The Coalition has been exposed this week for its links to Big Tobacco. But Labor party heavyweights are certainly no clean-skins when it comes to accepting cash from the cigarette industry.
On Wednesday ABC’s Lateline program revealed that the Alliance of Australian Retailers’ $5 million campaign against the government’s plain packet legislation is being spun by PR firm the Civic Group. It came amid a storm of criticism from Labor over the Coalition’s malfeasance.
The Libs had received $2.5 million from death stick spruikers over the last 10 years, Labor said. The Alliance’s chief executive Sheryle Moon was appointed to numerous plumb jobs over the life of the Howard government, while Civic Group director Jason Aldworth is a perennial Liberal parliamentary hopeful and former vice president of the party’s Victorian division.
Julia Gillard didn’t hold back, accusing the Coalition of some kind of conspiracy theory: “I think Mr Abbott needs to come clean about what participation the Liberal Party had in the tobacco campaign… I think Australians are pretty worried that Mr Abbott’s health policy is hostage to the influence of tobacco giants.”
But much of the coverage has neglected to mention that Labor also has a bevy of lobbying links to Big Tobacco. A revolving door of advisers and ex-party hacks routinely pop up singing the praises of the puffing fraternity.
Other Civic directors include former right-wing Victorian ALP state secretary Andres Puig and ex-John Pandazopoulos chief of staff Brett Miller, who both worked for Labor-linked lobbyists CPR before a blow-up last November left them out on their own.
CPR, run by Victorian ALP heavyweight Adam Kilgour, has done loads of work with British American Tobacco in select states over public smoking bans and the like.
And then there’s Victorian ALP phone spam favourites Auspoll, which has previously run numerous projects and surveys for British American Tobacco in the past, including this “retailer and community attitude survey” in 2008 (Auspoll says it has since stopped working with the company for “ethical reasons”). Recently resigned board member and director of research and development John Armitage was a former ALP candidate for Flinders and worked on the ACTU’s Your Rights at Work campaign.
Interconsult also opens doors for BAT — a different firm run by Armitage and ex-ALP national organiser Melissa Horne. Ex-Jenny Macklin staffer Jess Sumich is a shareholder in Interconsult.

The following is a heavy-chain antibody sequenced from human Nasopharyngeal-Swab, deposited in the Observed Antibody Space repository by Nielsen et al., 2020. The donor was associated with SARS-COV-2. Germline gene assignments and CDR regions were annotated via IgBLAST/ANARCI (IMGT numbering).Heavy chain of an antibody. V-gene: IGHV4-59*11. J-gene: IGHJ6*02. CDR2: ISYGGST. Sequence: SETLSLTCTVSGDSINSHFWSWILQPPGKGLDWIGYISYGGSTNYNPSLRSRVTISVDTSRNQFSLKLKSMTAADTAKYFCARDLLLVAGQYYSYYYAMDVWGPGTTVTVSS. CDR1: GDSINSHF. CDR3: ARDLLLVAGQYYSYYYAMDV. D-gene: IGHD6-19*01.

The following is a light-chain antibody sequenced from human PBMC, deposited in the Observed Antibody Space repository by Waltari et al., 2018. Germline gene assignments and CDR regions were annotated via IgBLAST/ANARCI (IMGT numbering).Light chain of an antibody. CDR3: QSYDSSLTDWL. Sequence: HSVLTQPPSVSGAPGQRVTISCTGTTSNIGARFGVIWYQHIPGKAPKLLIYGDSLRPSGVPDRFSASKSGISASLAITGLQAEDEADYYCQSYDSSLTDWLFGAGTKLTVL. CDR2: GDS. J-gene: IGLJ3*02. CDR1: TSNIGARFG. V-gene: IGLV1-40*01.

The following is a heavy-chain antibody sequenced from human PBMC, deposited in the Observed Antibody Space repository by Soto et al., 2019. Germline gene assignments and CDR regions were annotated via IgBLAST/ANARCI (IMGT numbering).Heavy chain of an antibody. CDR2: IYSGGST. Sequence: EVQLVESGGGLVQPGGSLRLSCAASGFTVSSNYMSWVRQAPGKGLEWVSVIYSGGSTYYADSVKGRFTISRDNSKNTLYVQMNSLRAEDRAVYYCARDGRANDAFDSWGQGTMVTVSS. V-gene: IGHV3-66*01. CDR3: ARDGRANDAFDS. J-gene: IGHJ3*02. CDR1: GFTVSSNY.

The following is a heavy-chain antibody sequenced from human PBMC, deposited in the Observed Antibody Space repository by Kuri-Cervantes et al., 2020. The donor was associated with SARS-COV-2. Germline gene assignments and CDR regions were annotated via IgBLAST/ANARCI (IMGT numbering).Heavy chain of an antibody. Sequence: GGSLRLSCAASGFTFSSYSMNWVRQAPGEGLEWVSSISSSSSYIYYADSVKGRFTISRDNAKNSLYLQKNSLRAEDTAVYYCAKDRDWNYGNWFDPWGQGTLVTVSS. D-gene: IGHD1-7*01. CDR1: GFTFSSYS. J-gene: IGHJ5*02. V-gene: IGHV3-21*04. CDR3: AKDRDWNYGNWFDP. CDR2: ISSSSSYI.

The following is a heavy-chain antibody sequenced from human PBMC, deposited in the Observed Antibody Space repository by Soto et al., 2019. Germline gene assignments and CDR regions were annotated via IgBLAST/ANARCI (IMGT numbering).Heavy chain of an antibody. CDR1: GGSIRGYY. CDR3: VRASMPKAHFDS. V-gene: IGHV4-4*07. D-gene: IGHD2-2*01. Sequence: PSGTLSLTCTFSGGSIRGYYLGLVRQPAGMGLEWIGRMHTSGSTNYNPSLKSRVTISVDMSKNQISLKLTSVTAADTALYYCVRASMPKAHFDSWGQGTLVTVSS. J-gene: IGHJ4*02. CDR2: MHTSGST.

CPI Strategic — a firm co-directed by dumped ALP state secretary Stephen Newnham and former Liberal staffer Rick Brown — is said to have done work for Philip Morris, although Brown said the firm wasn’t a current client. “If you want to allege that we’ve done work for Philip Morris, you’re okay,” Brown told Crikey.
Or former ALP Senate president Kerry Sibraa, general counsel of Jackson Wells, who does great work for Imperial Tobacco (and also the Exclusive Brethren and the Church of Scientology).
Meanwhile Phil Staindl, the immediate past president of the ALP fundraising arm Progressive Business and Steve Cusworth, a former Labor candidate for the Victorian state seat of Caulfield, works at InsideOut Strategic which works directly for Philip Morris. InsideOut has offices adjacent to Interconsult and also lobbies (circuitously) for it.
And then there’s Ozan Ibrisim, a senior adviser to Victorian Health Minister Daniel Andrews and Socialist Left stalwart, who joined Philip Morris as manager of regulatory affairs in June.
Lobbying sources told Crikey that while the ALP links ran deep, the firms above had only limited involvement in the plain packet campaign and that it was the Civic Group that was really “in the money”.
They said the broader tobacco lobbying industry was for the most part “run by Libs”.
Former Bronwyn Bishop staffer John Galligan went to work to BAT and is now at Microsoft. Bede Fennell, active in the Wentworth Forum cash cow, is a former head of public affairs at BAT Australia and is now with BAT UK.
A former senior adviser in John Howard’s office, Nicole Feely, went to work for tobacco giant Philip Morris in 2001 and is now running hospitals in WA. And Caroline Denyer, a direct BAT employee, was seconded to the WA Liberal Party to work on its 2005 election campaign.